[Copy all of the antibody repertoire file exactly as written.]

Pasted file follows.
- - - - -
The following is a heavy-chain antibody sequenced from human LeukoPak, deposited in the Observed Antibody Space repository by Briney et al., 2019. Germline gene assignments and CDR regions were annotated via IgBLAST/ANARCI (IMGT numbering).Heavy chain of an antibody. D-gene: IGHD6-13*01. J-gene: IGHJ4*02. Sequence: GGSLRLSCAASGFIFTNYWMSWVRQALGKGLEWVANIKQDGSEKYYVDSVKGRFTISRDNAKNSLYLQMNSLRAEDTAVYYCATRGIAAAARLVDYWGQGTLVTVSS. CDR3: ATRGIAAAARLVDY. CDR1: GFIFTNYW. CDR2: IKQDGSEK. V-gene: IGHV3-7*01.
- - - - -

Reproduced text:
The following is a heavy-chain antibody sequenced from human LeukoPak, deposited in the Observed Antibody Space repository by Briney et al., 2019. Germline gene assignments and CDR regions were annotated via IgBLAST/ANARCI (IMGT numbering).Heavy chain of an antibody. D-gene: IGHD6-13*01. J-gene: IGHJ4*02. Sequence: GGSLRLSCAASGFIFTNYWMSWVRQALGKGLEWVANIKQDGSEKYYVDSVKGRFTISRDNAKNSLYLQMNSLRAEDTAVYYCATRGIAAAARLVDYWGQGTLVTVSS. CDR3: ATRGIAAAARLVDY. CDR1: GFIFTNYW. CDR2: IKQDGSEK. V-gene: IGHV3-7*01.